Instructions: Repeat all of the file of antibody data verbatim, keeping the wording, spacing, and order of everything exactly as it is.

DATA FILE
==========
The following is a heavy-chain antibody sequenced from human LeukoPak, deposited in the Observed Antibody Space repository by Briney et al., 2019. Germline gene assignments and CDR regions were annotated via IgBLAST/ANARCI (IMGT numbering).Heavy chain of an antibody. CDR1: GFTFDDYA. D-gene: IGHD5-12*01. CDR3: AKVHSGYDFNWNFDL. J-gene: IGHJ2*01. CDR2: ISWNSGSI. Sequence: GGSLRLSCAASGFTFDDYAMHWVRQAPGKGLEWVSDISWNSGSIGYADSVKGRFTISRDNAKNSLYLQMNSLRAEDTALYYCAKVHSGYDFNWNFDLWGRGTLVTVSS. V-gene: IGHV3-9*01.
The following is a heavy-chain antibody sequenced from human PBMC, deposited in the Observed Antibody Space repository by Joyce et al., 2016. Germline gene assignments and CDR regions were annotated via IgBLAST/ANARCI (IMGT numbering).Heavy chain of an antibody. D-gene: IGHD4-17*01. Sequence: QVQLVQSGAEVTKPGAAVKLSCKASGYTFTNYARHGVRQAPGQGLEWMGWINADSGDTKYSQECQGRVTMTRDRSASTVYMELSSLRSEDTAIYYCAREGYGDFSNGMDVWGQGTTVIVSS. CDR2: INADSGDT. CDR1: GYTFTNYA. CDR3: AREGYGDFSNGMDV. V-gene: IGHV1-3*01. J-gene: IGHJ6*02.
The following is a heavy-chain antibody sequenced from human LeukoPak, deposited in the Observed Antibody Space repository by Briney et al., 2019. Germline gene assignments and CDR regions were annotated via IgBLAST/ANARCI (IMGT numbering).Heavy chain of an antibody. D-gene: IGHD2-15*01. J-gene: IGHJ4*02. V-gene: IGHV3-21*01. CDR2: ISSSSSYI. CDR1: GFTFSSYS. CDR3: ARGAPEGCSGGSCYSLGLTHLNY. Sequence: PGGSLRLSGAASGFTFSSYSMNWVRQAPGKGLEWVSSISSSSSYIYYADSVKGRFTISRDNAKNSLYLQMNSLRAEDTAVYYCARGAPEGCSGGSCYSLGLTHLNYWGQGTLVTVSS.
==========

The following is a heavy-chain antibody sequenced from human LeukoPak, deposited in the Observed Antibody Space repository by Briney et al., 2019. Germline gene assignments and CDR regions were annotated via IgBLAST/ANARCI (IMGT numbering).Heavy chain of an antibody. CDR1: GFTFDDYA. D-gene: IGHD5-12*01. CDR3: AKVHSGYDFNWNFDL. J-gene: IGHJ2*01. CDR2: ISWNSGSI. Sequence: GGSLRLSCAASGFTFDDYAMHWVRQAPGKGLEWVSDISWNSGSIGYADSVKGRFTISRDNAKNSLYLQMNSLRAEDTALYYCAKVHSGYDFNWNFDLWGRGTLVTVSS. V-gene: IGHV3-9*01.
The following is a heavy-chain antibody sequenced from human PBMC, deposited in the Observed Antibody Space repository by Joyce et al., 2016. Germline gene assignments and CDR regions were annotated via IgBLAST/ANARCI (IMGT numbering).Heavy chain of an antibody. D-gene: IGHD4-17*01. Sequence: QVQLVQSGAEVTKPGAAVKLSCKASGYTFTNYARHGVRQAPGQGLEWMGWINADSGDTKYSQECQGRVTMTRDRSASTVYMELSSLRSEDTAIYYCAREGYGDFSNGMDVWGQGTTVIVSS. CDR2: INADSGDT. CDR1: GYTFTNYA. CDR3: AREGYGDFSNGMDV. V-gene: IGHV1-3*01. J-gene: IGHJ6*02.
The following is a heavy-chain antibody sequenced from human LeukoPak, deposited in the Observed Antibody Space repository by Briney et al., 2019. Germline gene assignments and CDR regions were annotated via IgBLAST/ANARCI (IMGT numbering).Heavy chain of an antibody. D-gene: IGHD2-15*01. J-gene: IGHJ4*02. V-gene: IGHV3-21*01. CDR2: ISSSSSYI. CDR1: GFTFSSYS. CDR3: ARGAPEGCSGGSCYSLGLTHLNY. Sequence: PGGSLRLSGAASGFTFSSYSMNWVRQAPGKGLEWVSSISSSSSYIYYADSVKGRFTISRDNAKNSLYLQMNSLRAEDTAVYYCARGAPEGCSGGSCYSLGLTHLNYWGQGTLVTVSS.